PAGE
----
800,000 private cars in Y1990.

    1.8 million today.

    A real country under such war time cuts in primary inputs would not allow a bunch of new cars to swan around wasting now precious fuel rations.

  14. Sometimes I think the Europeans are just irredeemably nihilistic and self-destructively perverse. They have convinced themselves that growth itself is evil, and so they are happy to have little of it. And they hate their children, because children remind them of things like hope and life and the future, concepts that don’t conform to the European post-apocalyptic mindset.

  15. Not really so much in general, but a certain tradition. A crazy sickness unto death, a positive fascination in Vienna, and just being unto nothingness. Not so different from mainstream neocon thought in the States.

  16. @SteveK9:” There is no limit to the quantity of inexpensive energy that can be produced safely and cleanly by nuclear fission of uranium and thorium, with no negative impact on the environment. ”

    By “no limit”, I take it you mean that continued exponential growth of energy usage is feasible, given a source such as thorium fission. I urge you to read this:

    by another physicist, Tom Murphy. At 2.3% pa growth in energy usage, the Earth becomes hotter than the sun within 1400 years. Kinda toasty..

  17. @ParadigmShift, I think the crucial thing is to not conflate energy consumption and economic activity. Doing things more efficiently could mean using less energy to get more benefit. Think about computers and Moore’s Law. DNA sequencing is getting more efficient with an even shorter doubling time than Moore’s Law.
    As an example of potential economic growth – think of the sea fish stocks around the UK -they are desperately degraded and yield <50% of the catch yielded (sustainably) 100years ago. Potentially the sea environment could be regenerated and the seas could be teaming with fish AND fishing could be a recreational/tourist activity. Instead of dredging up the seafloor with grossly destructive trawlers, tourists might pay a fortune to sustainably go spearfishing or whatever. So a massive amount of economic growth might be realized simply by us being less stupid. I think we should at least aspire to become less and less stupid and aspiring to economic growth might be no different from aspiring to becoming less and less stupid – basically just learning from experience.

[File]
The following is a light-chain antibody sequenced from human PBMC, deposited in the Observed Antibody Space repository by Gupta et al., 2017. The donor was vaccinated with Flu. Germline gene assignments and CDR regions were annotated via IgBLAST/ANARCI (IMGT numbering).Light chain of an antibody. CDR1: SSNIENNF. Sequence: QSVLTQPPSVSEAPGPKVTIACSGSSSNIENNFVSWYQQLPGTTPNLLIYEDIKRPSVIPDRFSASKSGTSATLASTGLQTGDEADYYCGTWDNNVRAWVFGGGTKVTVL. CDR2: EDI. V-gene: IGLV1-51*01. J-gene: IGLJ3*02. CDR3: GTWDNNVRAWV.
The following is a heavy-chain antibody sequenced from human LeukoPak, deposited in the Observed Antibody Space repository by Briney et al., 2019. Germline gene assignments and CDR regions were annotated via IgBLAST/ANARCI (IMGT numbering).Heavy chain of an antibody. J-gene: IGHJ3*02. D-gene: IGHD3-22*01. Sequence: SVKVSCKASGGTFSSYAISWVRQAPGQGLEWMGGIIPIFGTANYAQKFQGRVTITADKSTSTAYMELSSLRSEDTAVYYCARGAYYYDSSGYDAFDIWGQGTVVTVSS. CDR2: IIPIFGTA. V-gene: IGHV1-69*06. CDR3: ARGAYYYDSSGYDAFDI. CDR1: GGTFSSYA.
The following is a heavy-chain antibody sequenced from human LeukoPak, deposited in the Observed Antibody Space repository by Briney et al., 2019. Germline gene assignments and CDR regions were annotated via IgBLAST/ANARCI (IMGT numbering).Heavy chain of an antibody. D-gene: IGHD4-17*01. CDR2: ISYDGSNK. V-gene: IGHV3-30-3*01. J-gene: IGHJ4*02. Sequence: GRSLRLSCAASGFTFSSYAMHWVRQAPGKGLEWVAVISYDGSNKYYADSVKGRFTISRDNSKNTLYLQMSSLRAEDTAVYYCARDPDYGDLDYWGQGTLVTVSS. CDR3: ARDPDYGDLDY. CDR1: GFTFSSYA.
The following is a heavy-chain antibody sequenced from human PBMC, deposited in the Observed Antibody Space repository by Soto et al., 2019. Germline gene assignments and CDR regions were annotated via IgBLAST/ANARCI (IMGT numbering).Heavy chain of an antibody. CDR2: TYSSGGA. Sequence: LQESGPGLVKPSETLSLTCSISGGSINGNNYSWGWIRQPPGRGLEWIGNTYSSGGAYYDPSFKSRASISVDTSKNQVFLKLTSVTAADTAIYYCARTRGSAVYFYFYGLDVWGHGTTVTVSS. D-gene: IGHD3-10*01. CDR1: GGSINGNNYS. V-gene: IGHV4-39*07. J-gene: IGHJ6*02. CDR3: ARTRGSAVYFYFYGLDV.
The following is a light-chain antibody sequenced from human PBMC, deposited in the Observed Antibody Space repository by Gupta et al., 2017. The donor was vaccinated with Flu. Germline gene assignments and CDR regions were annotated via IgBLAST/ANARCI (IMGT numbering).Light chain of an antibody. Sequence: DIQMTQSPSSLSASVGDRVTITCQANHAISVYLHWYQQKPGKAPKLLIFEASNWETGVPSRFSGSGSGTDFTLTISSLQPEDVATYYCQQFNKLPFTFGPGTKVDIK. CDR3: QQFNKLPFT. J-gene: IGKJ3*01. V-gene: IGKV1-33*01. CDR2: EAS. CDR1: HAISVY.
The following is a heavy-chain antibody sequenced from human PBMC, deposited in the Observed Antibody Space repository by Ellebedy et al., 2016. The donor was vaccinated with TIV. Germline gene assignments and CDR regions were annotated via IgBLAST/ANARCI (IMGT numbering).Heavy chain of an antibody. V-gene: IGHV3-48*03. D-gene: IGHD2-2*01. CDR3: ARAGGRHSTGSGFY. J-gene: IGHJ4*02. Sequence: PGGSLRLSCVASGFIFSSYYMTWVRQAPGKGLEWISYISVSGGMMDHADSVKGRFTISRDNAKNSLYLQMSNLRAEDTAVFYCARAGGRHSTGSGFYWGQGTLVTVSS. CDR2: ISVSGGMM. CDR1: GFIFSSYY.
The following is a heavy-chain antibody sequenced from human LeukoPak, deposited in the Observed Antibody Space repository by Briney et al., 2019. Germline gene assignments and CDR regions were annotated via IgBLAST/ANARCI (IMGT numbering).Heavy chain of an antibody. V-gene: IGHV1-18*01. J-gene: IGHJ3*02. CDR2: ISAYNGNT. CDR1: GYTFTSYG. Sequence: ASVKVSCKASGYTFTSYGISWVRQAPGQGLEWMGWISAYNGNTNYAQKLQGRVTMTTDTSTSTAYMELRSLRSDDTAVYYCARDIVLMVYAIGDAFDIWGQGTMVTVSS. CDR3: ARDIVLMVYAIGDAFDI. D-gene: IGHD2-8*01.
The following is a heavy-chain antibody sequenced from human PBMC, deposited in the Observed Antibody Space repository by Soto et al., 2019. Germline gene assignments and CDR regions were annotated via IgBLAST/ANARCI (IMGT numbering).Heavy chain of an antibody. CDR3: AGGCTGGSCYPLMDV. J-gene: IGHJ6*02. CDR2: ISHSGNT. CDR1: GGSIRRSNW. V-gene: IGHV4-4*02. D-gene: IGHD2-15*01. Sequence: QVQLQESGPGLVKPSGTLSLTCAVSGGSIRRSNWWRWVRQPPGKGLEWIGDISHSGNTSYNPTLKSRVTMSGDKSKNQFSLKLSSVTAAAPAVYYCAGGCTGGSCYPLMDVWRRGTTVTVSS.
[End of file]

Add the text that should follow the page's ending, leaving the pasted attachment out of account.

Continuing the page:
18. “At 2.3% pa growth in energy usage, the Earth becomes hotter than the sun within 1400 years”

    Yes. Premature extrapolation. The chief weapon of charlatans everywhere (alongside ignoring the problems with exponentials at the other extreme).

    I generally recommend they see a doctor. These days they have tablets that help with that sort of problem.

  19. @stone: Yes, clearly there is some scope for reducing the energy intensity of GDP, particularly in developed countries. And there are many things we could be doing a lot smarter than we currently are, but powerful people stand to gain (in the short term, which is all they seem to care about) from the apparently suicidal behaviour of our civilisation, and unless that calculus changes, and I see no reason why it should after 5,000 years of civilised human history, I’m not hopeful that things will improve.

    I think a more fundamental question is why we are still collectively held hostage to the imperative of GDP growth, when it is well established that GDP is a highly imperfect indicator of human happiness, and is becoming increasingly representative of what Herman Daly terms “illth”, rather than wealth. Our politicians have abdicated their social responsibilities, content to measure their success by the growth of a number that is a poor reflection of the health of society, masking all manner of social ills.

  20. @ParadigmShift

    I think Ireland has the lowest energy consumption relative to GDP in Europe.
    So that has clearly not helped our situation although GDP is inflated by multinational operations.

    No the crisis is one of local production vs outside oil / gas / capital inflows which overpower domestic systems.
    When the consumer credit disappears from these countries they are left with stranded capital investments in a sea of concrete.
    Neo liberal agencies such as the IEA energy policy advice has been a total disaster in this regard.
    They tend to concentrate on further efficiency improvements……….this new surplus is then invested into more grot and not core capital investments such as capital intensive Nuclear or even coal plants.

    It is no accident that Spain & Italy dumped Nuclear back in 1986.
    It had nothing to do with Chernobyl really.
    That was a timely excuse.
    The budding EMU would not tolerate investments that would increase national redundancy from outside oil & gas shocks.